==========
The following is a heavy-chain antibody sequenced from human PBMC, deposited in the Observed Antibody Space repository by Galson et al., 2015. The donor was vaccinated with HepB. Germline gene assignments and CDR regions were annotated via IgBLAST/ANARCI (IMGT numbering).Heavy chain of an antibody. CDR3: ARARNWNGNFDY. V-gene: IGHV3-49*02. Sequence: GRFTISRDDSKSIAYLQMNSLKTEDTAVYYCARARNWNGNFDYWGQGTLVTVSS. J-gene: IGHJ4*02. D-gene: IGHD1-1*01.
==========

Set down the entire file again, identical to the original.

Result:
The following is a heavy-chain antibody sequenced from human PBMC, deposited in the Observed Antibody Space repository by Galson et al., 2015. The donor was vaccinated with HepB. Germline gene assignments and CDR regions were annotated via IgBLAST/ANARCI (IMGT numbering).Heavy chain of an antibody. CDR3: ARARNWNGNFDY. V-gene: IGHV3-49*02. Sequence: GRFTISRDDSKSIAYLQMNSLKTEDTAVYYCARARNWNGNFDYWGQGTLVTVSS. J-gene: IGHJ4*02. D-gene: IGHD1-1*01.